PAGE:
There is no evidence of tongues after the first century until the mid second century by Montanus. Shortly after Montanus' baptism in to Christianity, he began travelling among the rural settlements of Asia Minor, preaching and testifying. Montanus was accompanied by two women, Prisca, sometimes called Priscilla, and Maximilla, who also purported to be the embodiments of the Holy Spirit that moved and inspired them. He claimed to have received a series of direct revelations from the Holy Spirit and to be the paraclete of the Gospel of John 14:16 (KJV) And I will pray the Father, and he shall give you another Comforter, that he may abide with you for ever;. As they went, "the Three" as they were called, spoke in ecstatic visions and tongues. All his followers, not merely the priests, were discouraged from marriage. The Christian church prevailed against this calling it a heresy and it eventually died out. The movement continued until the sixth century when emperor Justinian vehemently suppressed it. Loyal to their creed, as well as fanatical, the montanists of Constantinople rather committed suicide than surrender. They gathered in their churches and then set light to them, perishing in the flames.

The beliefs of Montanism contrasted with orthodox Christianity in the following ways:

  • The belief that the prophecies of the Montanists superseded and fulfilled the doctrines proclaimed by the Apostles.
  • The encouragement of ecstatic prophesying and speaking in tongues, contrasting with the more sober and disciplined approach to theology dominant in orthodox Christianity at the time and since.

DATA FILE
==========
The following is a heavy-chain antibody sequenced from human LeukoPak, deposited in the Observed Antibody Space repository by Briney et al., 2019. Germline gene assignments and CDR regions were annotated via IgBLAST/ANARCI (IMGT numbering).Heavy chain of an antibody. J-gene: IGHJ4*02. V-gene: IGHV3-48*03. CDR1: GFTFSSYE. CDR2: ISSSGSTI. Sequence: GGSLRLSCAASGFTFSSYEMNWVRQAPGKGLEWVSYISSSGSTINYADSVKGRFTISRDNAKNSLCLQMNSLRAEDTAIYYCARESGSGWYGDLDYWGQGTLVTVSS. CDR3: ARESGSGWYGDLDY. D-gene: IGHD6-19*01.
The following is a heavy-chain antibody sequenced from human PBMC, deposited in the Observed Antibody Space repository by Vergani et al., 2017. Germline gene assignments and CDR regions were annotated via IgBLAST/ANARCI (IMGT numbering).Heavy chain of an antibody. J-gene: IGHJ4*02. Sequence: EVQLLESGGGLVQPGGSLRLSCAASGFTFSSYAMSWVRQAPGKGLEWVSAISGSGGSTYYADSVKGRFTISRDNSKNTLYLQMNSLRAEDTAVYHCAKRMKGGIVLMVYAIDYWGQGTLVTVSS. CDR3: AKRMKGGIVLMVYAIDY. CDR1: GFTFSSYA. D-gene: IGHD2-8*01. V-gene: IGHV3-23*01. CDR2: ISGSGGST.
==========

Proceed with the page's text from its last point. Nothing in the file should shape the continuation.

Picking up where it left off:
• The view that Christians who fell from grace could not be redeemed, also in contrast to the orthodox Christian view that contrition could lead to a sinner's restoration to the church.
  • The prophets of Montanism did not speak as messengers of God: "Thus saith the Lord," but rather described themselves as possessed by God, and spoke in his person. "I am the Father, the Word, and the Paraclete," said Montanus.[24] This possession by a spirit, which spoke while the prophet was incapable of resisting, is described by the spirit of Montanus: "Behold the man is like a lyre, and I dart like the plectrum. The man sleeps, and I am awake".[25]
  • A stronger emphasis on the avoidance of sin, church discipline, and apocalyptic living than in orthodox Christianity. They emphasized chastity, including forbidding remarriage.
  • The teachings of Montanism also stated that the Father was the Son. (oneness)
  • According to Philastrius (Hær., xlix) they baptized the dead. Sozomen (xviii) tells us that they observed Easter on 6 April or on the following Sunday. Germanus of Constantinople (P.G., XCVIII, 44) says they taught eight heavens and eight degrees of damnation.

Tertullian (155-230)

Tertullian denounced Christian doctrines he considered heretical, but later in life adopted views that came to be regarded as heretical themselves. He was the first great writer of Latin Christianity, thus sometimes known as the "father of the Latin Church". He was a follower of Montanism.

In 388 a group known as the Tertullianistae appear in the literary record. They came from Carthage. The sect gained rapid conversions at Rome and was patronized by a supporter of the usurper Magnus Maximus. Soon, however, the group vanished again, when its surviving members in Carthage rejoined the Catholics and surrendered their basilica to bishop Aurelius.This information is supplied by Augustine1 in De haeresibus ch. 86, and the anonymous 'Praedestinatus' (ca 435 AD) who partly copies him. These writers claim that Tertullian founded the sect after quarrelling with the Montanists.